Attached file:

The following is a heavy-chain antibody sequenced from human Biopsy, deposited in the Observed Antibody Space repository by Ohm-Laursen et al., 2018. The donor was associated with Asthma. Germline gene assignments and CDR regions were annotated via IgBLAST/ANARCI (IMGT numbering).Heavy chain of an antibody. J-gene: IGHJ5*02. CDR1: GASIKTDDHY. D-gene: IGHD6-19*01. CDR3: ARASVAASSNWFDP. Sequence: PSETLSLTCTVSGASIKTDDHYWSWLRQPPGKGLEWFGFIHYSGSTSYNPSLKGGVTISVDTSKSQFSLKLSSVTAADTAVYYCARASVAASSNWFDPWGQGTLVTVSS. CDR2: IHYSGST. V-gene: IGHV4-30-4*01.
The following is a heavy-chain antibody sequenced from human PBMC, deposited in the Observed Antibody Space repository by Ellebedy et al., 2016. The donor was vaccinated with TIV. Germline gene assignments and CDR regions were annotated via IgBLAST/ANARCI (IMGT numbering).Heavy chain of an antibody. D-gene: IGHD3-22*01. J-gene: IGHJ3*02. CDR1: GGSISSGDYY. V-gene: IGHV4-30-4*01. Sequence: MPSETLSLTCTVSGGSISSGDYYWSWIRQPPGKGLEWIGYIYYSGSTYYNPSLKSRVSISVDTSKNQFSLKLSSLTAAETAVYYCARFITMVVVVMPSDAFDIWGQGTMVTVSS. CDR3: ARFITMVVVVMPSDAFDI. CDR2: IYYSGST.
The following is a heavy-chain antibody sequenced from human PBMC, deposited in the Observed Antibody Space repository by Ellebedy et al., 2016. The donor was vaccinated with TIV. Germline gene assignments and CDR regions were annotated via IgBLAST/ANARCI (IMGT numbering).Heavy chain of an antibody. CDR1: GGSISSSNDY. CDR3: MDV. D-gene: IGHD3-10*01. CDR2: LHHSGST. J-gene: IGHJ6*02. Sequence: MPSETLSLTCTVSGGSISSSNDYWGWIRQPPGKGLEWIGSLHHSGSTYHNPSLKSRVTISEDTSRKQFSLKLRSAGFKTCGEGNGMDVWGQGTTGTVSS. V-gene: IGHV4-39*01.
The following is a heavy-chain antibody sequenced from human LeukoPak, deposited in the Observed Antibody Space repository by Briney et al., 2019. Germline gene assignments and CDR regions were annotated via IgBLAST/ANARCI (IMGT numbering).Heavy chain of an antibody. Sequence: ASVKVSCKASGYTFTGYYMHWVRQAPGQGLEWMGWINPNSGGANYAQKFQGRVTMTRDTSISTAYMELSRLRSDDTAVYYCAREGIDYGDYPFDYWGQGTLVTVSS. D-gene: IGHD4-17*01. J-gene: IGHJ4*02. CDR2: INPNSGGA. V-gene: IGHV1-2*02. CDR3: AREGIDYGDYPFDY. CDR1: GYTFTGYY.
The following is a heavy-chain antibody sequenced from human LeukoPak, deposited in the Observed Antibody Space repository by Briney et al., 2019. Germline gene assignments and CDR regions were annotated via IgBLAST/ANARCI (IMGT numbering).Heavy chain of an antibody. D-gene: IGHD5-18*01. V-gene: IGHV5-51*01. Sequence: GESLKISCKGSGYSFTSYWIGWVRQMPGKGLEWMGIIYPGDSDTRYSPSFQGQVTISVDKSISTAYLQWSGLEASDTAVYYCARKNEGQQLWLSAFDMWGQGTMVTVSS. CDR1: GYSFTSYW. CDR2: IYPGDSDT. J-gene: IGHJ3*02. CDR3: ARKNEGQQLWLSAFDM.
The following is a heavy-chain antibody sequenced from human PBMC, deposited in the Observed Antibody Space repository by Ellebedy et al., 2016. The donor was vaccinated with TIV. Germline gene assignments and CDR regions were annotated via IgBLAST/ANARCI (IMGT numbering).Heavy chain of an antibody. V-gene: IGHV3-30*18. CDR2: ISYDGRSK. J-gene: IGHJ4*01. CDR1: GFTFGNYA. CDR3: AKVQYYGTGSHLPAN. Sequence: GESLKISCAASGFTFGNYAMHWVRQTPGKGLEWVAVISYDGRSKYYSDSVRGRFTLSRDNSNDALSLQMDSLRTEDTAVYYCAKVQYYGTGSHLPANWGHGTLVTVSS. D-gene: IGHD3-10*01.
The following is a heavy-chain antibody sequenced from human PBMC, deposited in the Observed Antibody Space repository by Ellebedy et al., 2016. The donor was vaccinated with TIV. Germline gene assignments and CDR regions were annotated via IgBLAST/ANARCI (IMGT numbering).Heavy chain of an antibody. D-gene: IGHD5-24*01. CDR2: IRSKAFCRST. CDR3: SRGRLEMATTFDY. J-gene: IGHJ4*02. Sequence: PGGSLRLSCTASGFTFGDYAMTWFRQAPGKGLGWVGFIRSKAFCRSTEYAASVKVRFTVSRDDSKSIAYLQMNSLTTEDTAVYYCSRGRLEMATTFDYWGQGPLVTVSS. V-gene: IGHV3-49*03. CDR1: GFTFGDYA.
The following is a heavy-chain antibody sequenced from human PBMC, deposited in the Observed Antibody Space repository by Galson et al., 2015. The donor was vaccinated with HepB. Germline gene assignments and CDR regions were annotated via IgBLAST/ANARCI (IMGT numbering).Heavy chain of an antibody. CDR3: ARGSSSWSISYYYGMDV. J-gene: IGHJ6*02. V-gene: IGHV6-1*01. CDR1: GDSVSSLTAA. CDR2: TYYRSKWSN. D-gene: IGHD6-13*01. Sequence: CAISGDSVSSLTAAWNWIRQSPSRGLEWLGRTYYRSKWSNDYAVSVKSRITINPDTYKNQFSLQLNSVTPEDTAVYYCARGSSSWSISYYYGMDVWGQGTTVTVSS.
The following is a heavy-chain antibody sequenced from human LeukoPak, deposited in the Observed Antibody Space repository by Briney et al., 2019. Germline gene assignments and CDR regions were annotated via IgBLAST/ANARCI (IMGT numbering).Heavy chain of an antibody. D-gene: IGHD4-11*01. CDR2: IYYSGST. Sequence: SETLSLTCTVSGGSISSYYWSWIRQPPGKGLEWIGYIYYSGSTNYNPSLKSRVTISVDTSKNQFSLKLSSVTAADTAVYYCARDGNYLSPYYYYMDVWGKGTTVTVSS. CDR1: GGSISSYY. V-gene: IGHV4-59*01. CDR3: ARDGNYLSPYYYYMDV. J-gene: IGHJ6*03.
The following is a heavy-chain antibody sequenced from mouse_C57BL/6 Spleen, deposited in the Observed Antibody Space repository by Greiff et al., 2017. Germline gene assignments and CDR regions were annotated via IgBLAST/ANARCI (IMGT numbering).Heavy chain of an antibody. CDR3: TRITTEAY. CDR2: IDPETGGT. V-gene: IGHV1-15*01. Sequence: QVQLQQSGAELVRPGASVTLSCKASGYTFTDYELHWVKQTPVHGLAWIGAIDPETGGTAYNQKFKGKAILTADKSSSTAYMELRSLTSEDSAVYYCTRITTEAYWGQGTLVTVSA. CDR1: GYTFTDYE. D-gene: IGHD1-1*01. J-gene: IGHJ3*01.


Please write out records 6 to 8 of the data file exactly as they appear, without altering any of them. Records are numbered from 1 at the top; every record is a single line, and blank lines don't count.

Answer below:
The following is a heavy-chain antibody sequenced from human PBMC, deposited in the Observed Antibody Space repository by Ellebedy et al., 2016. The donor was vaccinated with TIV. Germline gene assignments and CDR regions were annotated via IgBLAST/ANARCI (IMGT numbering).Heavy chain of an antibody. V-gene: IGHV3-30*18. CDR2: ISYDGRSK. J-gene: IGHJ4*01. CDR1: GFTFGNYA. CDR3: AKVQYYGTGSHLPAN. Sequence: GESLKISCAASGFTFGNYAMHWVRQTPGKGLEWVAVISYDGRSKYYSDSVRGRFTLSRDNSNDALSLQMDSLRTEDTAVYYCAKVQYYGTGSHLPANWGHGTLVTVSS. D-gene: IGHD3-10*01.
The following is a heavy-chain antibody sequenced from human PBMC, deposited in the Observed Antibody Space repository by Ellebedy et al., 2016. The donor was vaccinated with TIV. Germline gene assignments and CDR regions were annotated via IgBLAST/ANARCI (IMGT numbering).Heavy chain of an antibody. D-gene: IGHD5-24*01. CDR2: IRSKAFCRST. CDR3: SRGRLEMATTFDY. J-gene: IGHJ4*02. Sequence: PGGSLRLSCTASGFTFGDYAMTWFRQAPGKGLGWVGFIRSKAFCRSTEYAASVKVRFTVSRDDSKSIAYLQMNSLTTEDTAVYYCSRGRLEMATTFDYWGQGPLVTVSS. V-gene: IGHV3-49*03. CDR1: GFTFGDYA.
The following is a heavy-chain antibody sequenced from human PBMC, deposited in the Observed Antibody Space repository by Galson et al., 2015. The donor was vaccinated with HepB. Germline gene assignments and CDR regions were annotated via IgBLAST/ANARCI (IMGT numbering).Heavy chain of an antibody. CDR3: ARGSSSWSISYYYGMDV. J-gene: IGHJ6*02. V-gene: IGHV6-1*01. CDR1: GDSVSSLTAA. CDR2: TYYRSKWSN. D-gene: IGHD6-13*01. Sequence: CAISGDSVSSLTAAWNWIRQSPSRGLEWLGRTYYRSKWSNDYAVSVKSRITINPDTYKNQFSLQLNSVTPEDTAVYYCARGSSSWSISYYYGMDVWGQGTTVTVSS.